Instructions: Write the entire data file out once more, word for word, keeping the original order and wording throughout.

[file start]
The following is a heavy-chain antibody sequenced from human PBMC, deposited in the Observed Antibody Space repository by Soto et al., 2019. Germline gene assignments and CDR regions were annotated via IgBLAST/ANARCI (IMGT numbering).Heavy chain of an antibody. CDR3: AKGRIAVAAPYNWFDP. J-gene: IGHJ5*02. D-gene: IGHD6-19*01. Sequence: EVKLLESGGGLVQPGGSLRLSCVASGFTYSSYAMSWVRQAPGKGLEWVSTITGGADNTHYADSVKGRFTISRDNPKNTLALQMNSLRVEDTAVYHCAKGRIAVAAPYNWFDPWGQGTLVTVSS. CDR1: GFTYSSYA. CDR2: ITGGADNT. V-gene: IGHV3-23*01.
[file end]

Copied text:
The following is a heavy-chain antibody sequenced from human PBMC, deposited in the Observed Antibody Space repository by Soto et al., 2019. Germline gene assignments and CDR regions were annotated via IgBLAST/ANARCI (IMGT numbering).Heavy chain of an antibody. CDR3: AKGRIAVAAPYNWFDP. J-gene: IGHJ5*02. D-gene: IGHD6-19*01. Sequence: EVKLLESGGGLVQPGGSLRLSCVASGFTYSSYAMSWVRQAPGKGLEWVSTITGGADNTHYADSVKGRFTISRDNPKNTLALQMNSLRVEDTAVYHCAKGRIAVAAPYNWFDPWGQGTLVTVSS. CDR1: GFTYSSYA. CDR2: ITGGADNT. V-gene: IGHV3-23*01.